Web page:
When looking at how to offer high availability for your IT platform, get the best possible data center support...
in place so you don't fall victim to greedy providers.
There are several outsourcing options for enterprise IT shops, with varying degrees of control and flexibility.
Many pitfalls await companies that decide hastily to outsource IT support to resellers, integrators or equipment vendors, but the right contract and knowledgeable refresh planning make it beneficial for both parties.
Resellers: the good and the bad
For many IT shops -- particularly at small- and medium-sized enterprises -- the first call is to the reseller. The reseller provides ongoing equipment support, which makes the customer unlikely to move away from them. Even resellers who aren't well-liked find that contracts get renewed automatically.
A minority of resellers in the outsourced IT support business overly extend the life of IT hardware, charge exorbitantly for any change requests and for break/fixes and updates, and charge list price when any new hardware is brought in, with professional services layered on top. The supplier maximizes its margins with little risk. If the outsourcing customer raises issues, a reseller can offer some incentives to save the deal.
Other resellers make money from a high turnover of hardware at smaller margins. By getting IT organizations to regularly buy next-gen hardware, such as the latest servers or ultra-high-performance storage arrays, the reseller makes money on the hardware and professional services needed to implement them and also acquires excess hardware to sell to other customers.
Good resellers want to be part of your business. As a trusted IT outsourcing partner, they should be advising you on the setup that your business needs, leaving plenty of time to make a considered decision.
Ensure that your contract covers known costs for updates and upgrades to areas such as firmware and operating systems. Lifecycle management approaches must be covered: State how long you expect different classes of hardware to last in the data center. Set a frequency of meetings with the reseller, and define expectations for these meetings.
To the vendor
Another option is to go directly to your primary technology vendor.
Vendors such as IBM, HP, Dell and Fujitsu offer various levels of IT support -- and will take care of any hardware even if it isn't from their company. Watch out for highly proprietary systems, however.
Although large vendors can afford to bring in skill sets to cover the majority of IT scenarios, you may end up sharing a skilled support staffer with other customers. If a problem arises and affects one type of hardware specifically, you could be fighting for access to them.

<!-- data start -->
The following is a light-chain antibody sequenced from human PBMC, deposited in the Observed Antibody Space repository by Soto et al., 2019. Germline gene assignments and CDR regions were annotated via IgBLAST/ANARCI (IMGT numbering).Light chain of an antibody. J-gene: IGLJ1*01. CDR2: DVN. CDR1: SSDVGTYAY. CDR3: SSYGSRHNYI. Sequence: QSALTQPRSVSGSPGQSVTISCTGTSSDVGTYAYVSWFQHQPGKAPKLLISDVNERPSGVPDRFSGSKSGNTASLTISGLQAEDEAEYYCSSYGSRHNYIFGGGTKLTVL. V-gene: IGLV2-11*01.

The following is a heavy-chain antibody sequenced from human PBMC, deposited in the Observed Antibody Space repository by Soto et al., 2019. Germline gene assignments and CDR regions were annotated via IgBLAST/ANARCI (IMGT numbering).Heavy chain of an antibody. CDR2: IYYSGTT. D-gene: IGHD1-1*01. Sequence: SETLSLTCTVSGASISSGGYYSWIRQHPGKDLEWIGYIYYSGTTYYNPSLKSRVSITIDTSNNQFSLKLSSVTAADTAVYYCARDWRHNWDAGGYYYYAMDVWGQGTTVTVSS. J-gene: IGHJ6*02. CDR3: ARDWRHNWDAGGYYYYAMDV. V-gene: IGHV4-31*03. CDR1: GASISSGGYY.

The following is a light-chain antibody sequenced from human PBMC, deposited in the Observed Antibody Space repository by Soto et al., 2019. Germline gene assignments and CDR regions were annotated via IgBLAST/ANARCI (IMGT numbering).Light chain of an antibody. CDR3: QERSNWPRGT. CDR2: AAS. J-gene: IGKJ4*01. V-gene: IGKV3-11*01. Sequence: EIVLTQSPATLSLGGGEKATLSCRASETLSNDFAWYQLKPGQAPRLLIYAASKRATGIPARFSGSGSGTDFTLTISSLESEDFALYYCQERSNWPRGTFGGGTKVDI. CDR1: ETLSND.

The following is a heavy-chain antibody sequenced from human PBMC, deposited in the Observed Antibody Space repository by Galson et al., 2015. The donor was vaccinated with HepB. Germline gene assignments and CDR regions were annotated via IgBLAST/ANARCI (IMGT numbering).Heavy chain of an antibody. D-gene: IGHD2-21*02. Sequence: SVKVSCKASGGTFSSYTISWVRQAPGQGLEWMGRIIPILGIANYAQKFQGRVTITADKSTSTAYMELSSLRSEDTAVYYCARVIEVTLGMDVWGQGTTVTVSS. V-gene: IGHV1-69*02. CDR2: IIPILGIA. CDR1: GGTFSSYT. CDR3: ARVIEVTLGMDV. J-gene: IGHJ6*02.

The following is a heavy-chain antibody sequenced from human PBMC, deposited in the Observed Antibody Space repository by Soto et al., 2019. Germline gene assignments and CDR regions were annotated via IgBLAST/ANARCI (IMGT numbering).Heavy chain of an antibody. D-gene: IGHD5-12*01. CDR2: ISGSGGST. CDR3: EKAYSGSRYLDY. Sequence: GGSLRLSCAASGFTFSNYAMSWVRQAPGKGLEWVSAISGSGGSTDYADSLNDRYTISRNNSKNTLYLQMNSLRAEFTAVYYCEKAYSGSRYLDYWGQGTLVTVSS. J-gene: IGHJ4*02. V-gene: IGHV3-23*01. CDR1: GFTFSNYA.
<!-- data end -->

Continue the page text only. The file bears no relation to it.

Outsource IT support; keep the strategy in-house
In meetings with the support provider, direct them on what the business needs, and task them with finding ways to deal with your needs in terms of value to the business, at what cost and what risk. It should always be your final decision on what is implemented into the IT platform.
Also watch out when it comes to a hardware refresh: Is what the vendor tells you the best idea for your business, or best for the vendor's remuneration? A vendor's bias could prevent you from getting sufficient performance at a lower cost in a competitor's system, for example. Outsource support but not decision making.
Contracts with main equipment vendors should be along the same lines as when dealing with a reseller. You are building a document that creates a trusted relationship on both sides that avoids all surprises.
Some organizations turn to the systems integrator for outsourced IT support. This is a broad category that includes professional services companies, value-added resellers and even some IT consultants.
Professional services groups like Accenture, Atos and even higher-end resellers like Computacenter offer a range of services to help manage your data center and IT platform. Aimed at larger enterprises, these services tend to cover the full strategic outsourcing of IT, rather than break/fix and basic support service.
The biggest issue here is that organizations do not retain much control. A large systems integrator is not just looking after your business's interests -- they owe a duty of care to their shareholders.
Off-site support vendors provide systems management as a service, and include vendors such as CA Technologies, BMC, ServiceNow, Fujitsu, Entrada, ScaleXtreme (now a part of Citrix) and Site24x7. These tools alert in-house IT staff of issues, with a high degree of automated fixing.
These smaller providers are ideal for many small- and medium-sized enterprises, as costs are lower than dedicated support, and there aren't a number of employees on your site at any time. Don't expect highly personalized service offerings unless you are willing to pay for them -- it generally means having a provider's representative on-site most of the time.
Of course, complete IT outsourcing is possible via public cloud services and software as a service.
About the author:
Clive Longbottom is the co-founder and service director of IT research and analysis firm Quocirca, based in the U.K. Longbottom has more than 15 years of experience in the field. With a background in chemical engineering, he's worked on automation, control of hazardous substances, document management and knowledge management projects.
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